Prostate Cancer: Amended Gleason Score Underestimates Adverse Effect of Cribriform Pathology Interview with:

Kenneth A. Iczkowski, M.D. Department of Pathology Medical College of Wisconsin Milwaukee, WI 53226

Dr. Kenneth Iczkowski,

Kenneth A. Iczkowski, M.D.
Department of Pathology
Medical College of Wisconsin
Milwaukee, WI 53226 What is the background for this study?

Dr. Iczkowski: The International Society of Urological Pathology (ISUP) in 2014 proposed use of a new 5-tier grade grouping system to supplement traditional Gleason grading to facilitate prognosis stratification and treatment1. The 5 categories subsume: Gleason 3+3=6, Gleason 3+4=7, Gleason 4+3=7, Gleason 8, and Gleason 9-10.

We desired to determine whether men with a highest Gleason score of 3+5=8 or 5+3=8 in their set of prostate biopsy specimens, would have differing outcomes from those with Gleason 4+4=8. Because Gleason 5 cancer has been demonstrated to have a higher biologic potential than Gleason 4, it was expected that Gleason score 8 pattern with any Gleason 5 pattern would have a worse outcome. What are the main findings?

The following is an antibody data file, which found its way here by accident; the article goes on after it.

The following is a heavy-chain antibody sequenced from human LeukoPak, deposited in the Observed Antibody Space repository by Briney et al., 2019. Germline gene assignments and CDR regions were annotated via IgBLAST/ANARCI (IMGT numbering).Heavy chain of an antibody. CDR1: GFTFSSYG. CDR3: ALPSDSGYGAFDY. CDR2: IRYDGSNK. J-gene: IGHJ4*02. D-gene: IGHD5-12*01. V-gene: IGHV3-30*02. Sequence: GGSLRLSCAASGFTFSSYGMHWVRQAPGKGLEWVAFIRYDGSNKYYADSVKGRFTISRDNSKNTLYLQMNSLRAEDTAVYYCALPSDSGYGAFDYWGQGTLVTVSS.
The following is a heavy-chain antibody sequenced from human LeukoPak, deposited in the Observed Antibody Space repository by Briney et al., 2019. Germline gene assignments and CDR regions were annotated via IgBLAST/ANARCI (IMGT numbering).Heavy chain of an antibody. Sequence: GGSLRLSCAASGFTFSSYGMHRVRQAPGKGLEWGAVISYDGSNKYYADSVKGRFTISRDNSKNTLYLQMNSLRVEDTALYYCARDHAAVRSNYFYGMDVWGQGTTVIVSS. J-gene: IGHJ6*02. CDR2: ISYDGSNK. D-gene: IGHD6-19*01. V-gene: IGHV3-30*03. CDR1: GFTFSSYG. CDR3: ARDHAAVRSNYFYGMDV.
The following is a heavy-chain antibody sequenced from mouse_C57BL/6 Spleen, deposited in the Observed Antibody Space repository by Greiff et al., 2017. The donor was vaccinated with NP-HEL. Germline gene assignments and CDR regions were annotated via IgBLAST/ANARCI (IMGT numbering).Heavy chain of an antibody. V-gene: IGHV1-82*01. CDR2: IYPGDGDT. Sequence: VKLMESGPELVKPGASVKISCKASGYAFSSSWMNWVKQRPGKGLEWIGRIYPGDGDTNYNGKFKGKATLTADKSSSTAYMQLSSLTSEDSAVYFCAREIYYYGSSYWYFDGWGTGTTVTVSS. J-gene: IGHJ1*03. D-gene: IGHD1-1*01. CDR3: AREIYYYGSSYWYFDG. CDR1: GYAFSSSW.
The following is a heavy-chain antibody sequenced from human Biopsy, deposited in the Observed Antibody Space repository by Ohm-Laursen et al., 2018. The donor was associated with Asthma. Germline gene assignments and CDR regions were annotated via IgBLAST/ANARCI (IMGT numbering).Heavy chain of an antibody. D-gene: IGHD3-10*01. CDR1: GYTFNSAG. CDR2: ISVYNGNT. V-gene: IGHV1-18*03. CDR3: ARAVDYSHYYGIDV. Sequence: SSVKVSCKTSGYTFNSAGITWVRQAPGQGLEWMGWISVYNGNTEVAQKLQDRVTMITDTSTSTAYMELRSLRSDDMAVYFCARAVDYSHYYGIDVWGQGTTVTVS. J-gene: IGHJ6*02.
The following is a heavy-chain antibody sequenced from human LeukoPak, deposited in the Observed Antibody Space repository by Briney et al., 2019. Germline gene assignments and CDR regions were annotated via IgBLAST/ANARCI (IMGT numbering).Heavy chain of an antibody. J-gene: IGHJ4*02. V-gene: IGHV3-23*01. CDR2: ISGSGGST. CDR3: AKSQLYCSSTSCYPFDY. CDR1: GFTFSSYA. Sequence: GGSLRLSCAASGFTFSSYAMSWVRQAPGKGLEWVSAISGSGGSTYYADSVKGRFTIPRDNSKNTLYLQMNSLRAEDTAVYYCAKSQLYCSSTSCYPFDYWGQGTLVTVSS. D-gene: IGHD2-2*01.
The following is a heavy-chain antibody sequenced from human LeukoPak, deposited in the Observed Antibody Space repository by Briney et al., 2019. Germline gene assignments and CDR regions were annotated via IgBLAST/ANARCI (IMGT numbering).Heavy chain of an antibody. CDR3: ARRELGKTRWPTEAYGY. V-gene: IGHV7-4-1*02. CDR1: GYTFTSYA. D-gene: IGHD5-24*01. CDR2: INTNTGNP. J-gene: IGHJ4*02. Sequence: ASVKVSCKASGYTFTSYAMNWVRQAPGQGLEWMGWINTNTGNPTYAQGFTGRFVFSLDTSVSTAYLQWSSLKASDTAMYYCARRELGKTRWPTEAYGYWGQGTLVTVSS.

Dr. Iczkowski: Follow-up data showed only a weak tendency for certain outcome measures to be worse among men with initial Gleason 3+5=8 biopsies. However, the biochemical recurrence rate was actually somewhat worse for Gleason 4+4=8. In general, this supports grouping all the Gleason score 8 cancers together.

When we stratified the Gleason 8 cases according to the presence or absence of a growth pattern called “cribriform,” however, cribriform growth turned out to exert a major effect on outcome, far greater than the differences between 3+5=8, 5+3=8, and 4+4=8. Cribriform growth also subsumes most of the lesions currently designated as “intraductal carcinoma.” What should readers take away from your report?